Family, Not Today MS, Running, Uncategorized

“No one said it would be easy, but they said it would be worth it.”

I hear people say, “running must be easy for you.” Let me let you in on a little secret from every runner on the entire planet:

Running is not “easy”. For anyone.

If it were easy, everyone would do it. Sitting on the couch is easy. Netflix binging is easy. Eating a pint of ice cream is easy. Running is NOT easy.

Some of us are built to be elite runners, while others of us are happy to finish (me!!). But we all are runners. We all face moments when we want to quit. We all know the pain of training and the early mornings and the sore feet/knees/quads/etc. We know the high of victory—crossing the finish line when it felt impossible during training or even earlier in the race.

This beauty has played around with running for a few years, but became serious 6 weeks ago. She declared she wanted to train and run her first 5K. I was cautiously optimistic. A lot of people say they want to pick up running, but the true test comes when they begin training. I never wanted to force her into anything and I wanted her to run only if she got the same personal victory feeling most runners have.

Training began simply with running a minute, walking a minute, for a total of 30 mins and built from there.

The minutes of running grew and the training became more challenging. She wanted to quit. She wanted to sleep in instead of waking up at 5:00 am to run. She wanted to lay on the couch and watch YouTube instead of going out for an evening run. But she remembered her goals and her motivation and stuck with her training.

I am so proud of her.

On Saturday, she woke up at 5:00 am, got ready, and we made the journey to her 5K.

We made a plan… her couch to 5K training had only gotten her up to running 2 miles at one time. So we decided to run mile 1, walk 2 mins, run to mile 2, walk 2 mins, then run to the end.

At the start of the race, the temps were in the mid 60s and we were feeling great. The park where the 5K took place was absolutely beautiful. There were lots of people at the race and we stuck towards the back of the pack at the start line so we didn’t get passed up by faster runners :).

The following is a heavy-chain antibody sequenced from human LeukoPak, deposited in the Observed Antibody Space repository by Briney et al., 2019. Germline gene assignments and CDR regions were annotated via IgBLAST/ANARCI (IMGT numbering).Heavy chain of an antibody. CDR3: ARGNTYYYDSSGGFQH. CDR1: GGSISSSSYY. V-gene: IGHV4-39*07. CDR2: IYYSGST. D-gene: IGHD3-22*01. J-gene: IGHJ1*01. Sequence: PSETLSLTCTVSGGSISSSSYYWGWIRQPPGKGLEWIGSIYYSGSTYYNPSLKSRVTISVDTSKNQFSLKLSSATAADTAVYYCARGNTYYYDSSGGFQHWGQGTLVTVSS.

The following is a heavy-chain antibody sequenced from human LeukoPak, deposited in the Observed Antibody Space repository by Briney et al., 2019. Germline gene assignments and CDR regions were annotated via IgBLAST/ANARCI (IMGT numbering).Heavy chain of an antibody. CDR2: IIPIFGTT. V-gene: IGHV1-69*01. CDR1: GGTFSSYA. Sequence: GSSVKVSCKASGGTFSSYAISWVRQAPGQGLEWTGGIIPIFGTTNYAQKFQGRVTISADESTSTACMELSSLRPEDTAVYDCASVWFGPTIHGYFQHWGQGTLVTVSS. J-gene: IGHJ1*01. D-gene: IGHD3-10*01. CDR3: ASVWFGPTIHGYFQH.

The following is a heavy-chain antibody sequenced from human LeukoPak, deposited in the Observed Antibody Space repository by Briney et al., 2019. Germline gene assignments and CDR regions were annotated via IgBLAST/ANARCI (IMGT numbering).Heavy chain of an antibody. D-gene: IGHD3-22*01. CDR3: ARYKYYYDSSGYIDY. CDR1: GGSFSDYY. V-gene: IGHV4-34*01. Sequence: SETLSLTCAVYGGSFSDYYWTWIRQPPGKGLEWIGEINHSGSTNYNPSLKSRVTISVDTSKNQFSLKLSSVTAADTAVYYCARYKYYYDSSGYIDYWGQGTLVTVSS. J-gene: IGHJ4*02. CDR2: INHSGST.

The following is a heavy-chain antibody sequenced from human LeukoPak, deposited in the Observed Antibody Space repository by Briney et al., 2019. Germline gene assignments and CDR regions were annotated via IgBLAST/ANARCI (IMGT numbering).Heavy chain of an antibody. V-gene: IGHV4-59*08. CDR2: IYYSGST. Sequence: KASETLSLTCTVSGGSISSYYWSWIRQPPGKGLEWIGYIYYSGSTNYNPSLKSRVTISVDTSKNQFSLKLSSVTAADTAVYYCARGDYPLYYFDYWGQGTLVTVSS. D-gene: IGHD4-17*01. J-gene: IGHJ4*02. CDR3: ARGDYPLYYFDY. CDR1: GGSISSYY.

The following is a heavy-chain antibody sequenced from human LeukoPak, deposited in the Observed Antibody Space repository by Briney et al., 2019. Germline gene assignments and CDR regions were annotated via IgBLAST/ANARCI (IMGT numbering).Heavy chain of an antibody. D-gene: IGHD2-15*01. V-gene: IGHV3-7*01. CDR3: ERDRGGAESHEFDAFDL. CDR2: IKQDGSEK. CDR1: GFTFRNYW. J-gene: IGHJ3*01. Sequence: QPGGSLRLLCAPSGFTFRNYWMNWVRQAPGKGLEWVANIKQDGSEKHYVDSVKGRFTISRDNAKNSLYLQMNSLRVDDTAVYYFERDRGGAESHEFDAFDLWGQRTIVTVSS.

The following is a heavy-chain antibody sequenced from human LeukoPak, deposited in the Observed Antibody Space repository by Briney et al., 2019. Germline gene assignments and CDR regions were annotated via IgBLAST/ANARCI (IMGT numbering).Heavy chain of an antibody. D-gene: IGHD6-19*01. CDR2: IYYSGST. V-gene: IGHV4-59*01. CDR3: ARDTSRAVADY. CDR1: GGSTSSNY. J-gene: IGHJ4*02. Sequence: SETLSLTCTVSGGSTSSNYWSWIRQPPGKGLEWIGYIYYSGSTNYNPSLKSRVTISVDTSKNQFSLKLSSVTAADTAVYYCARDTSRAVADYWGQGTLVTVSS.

She put in the training. She did the hard work. But that didn’t make the run any less challenging. She had moments where she questioned her decision to run a 5K… she had moments when she doubted her abilities… she had moments where she wanted to quit. But she kept moving. With each step, she gained more momentum and determination. As we turned a corner and the finish line appeared, she got a new fire lit under her and she pushed to the finish.

I celebrated like an idiot as I watched that girl cross the finish line. Victory! Victory over self-doubt. Victory over pain. Victory over complacency. She won her race that day. Not the 5K… but the race we are all running to be the best versions of us we can be. I couldn’t high five her hard enough!

Did I mention she ended up getting 3rd in her age division? I was pretty obnoxiously proud.

I never would have thought I would be a running coach, but that’s exactly the position I found myself over the last several weeks. We looked at the plan for the day, and I ran each step with her, offering guidance and cheers when she needed them. I tried to remind her of people who couldn’t run for one reason or another and how we could run for them–that we could carry them in our hearts and say a prayer for them in moments when we felt exhausted.

I asked her some questions after we got home from the race on Saturday:

What did you like about today?

Crossing finish line.

What is your favorite thing about running?

It challenges me and I feel accomplished when I finish it.

Why do you run?

Because you and Dad inspire me to run.

I loved getting the opportunity to coach this girl in running, but even more, I LOVE that I get to coach her in life. It is truly an honor. And I just pray I’m doing the best I can.

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